If there is a common image of eagle falconry it is that of a fur- hatted Kazakh or Kyrgiz nomad on a short furry horse, hunting foxes or wolves; this has been reinforced by my own book, by the wonderful art of Vadim Gorbatov, and even by the BBC TV show referenced here a few weeks ago.
But like many good things, “eagling” has been invented several times, almost independently. In the twenties the legendary English setter breeder William Humphrey flew a female golden and is said to have taken over one hundred foxes in Wales with the help of his dogs, but he had no disciples. Freidrich Remmler flew eagles in Finland and Russia and even the US, but his only pupil was reclusive Dan McCarron (one of the best, who I hope will someday write a memoir), who knew him when he was a child. Also in the US, Charles Browning, fed up with eagles taking his gyrs, trained the legendary tiercel “Messiah” to hunt sage grouse from the soar.
Meanwhile, in England, Alan Gates accomplished the improbable feat of taking game with an eagle, breeding her, and then doing the same with her son. He was the first westerner recognized as a “berkutchi” by the Kazakhs.
(And for now, we will leave aside more exotic sorts like traditional Japanese eagling, or the kind from Africa, started perhaps by the late artist David Reid Henry and his crowned eagle and reaching its most baroque form in the “Brush War”, when Rhodesian troopers flew eagles at night from half- tracks while carrying automatic weapons). I believe one crowned may still be used in Zimbabwe for monkey control…
But in Germany and Austria after the war a real shared tradition grew up, one that spread to eastern Europe and now features some of the best flights that exist. In Hunting Eagle: The Development of German and Austrian Eagle Falconry, Martin Hollinshead chronicles the little- known (at least in the west) invention and spread of this demanding but incomparably exciting form of falconry, which is now so advanced it is hard to believe that most of its history is post- 1960!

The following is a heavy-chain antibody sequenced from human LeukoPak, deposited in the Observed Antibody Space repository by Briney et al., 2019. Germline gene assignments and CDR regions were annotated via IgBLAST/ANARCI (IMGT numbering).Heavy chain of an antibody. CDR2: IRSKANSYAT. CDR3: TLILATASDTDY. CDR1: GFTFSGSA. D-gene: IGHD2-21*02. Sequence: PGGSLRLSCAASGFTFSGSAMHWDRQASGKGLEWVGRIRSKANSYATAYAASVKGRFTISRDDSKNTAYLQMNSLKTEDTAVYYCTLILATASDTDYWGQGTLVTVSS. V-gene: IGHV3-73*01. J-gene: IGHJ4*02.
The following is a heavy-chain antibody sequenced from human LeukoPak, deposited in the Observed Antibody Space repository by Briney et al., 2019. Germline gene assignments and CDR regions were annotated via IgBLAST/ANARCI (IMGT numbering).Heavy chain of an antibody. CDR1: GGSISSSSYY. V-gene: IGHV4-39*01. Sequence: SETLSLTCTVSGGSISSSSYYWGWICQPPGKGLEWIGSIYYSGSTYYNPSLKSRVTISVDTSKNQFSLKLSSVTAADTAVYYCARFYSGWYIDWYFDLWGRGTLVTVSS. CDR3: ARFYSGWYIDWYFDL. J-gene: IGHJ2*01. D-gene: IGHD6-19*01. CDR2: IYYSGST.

If not quite “present at the creation” Hollinshead was on the scene soon after, has flown eagles over there, and knows the principal actors and innovators. As a long- time advocate and practicioner of quality hawking for ground game (see other books on his site), he understands the prejudices eagle austringers had to overcome. As recently as ten years ago, I was still being assured by people who had never seen an eagle fly that they were clumsy, lazy, vicious, and incapable of stylish flights — this despite the fact that I had seen such flights in Asia and America. Hollinshead’s meticulous and informed account should dispel such pernicious myths for good. Not only does he document how mysteries of training and breeding eagles were solved, the second more or less for the first time; he also chronicles the rise of the great eagle festival in Opocno in the Czech Republic. Good eagles, as many have seen in videos, can take roe deer with the style and dash that a goshawk brings to hares, but also are agile enough to fly that quarry as well.
Eagle falconry continues to evolve. For a new interview of our friend Lauren, not only the first female berkutchi but the first westerner to train as a Kazakh eagler, see this post at Rebecca O’Connor’s Operation Delta Duck. With new moves afoot to ban the use of eagles in falconry, let us hope the voices of such advocates as Dan McCarron, Al Gates, Martin Hollinshead and Lauren McGough are heard above the baying of the ignorant.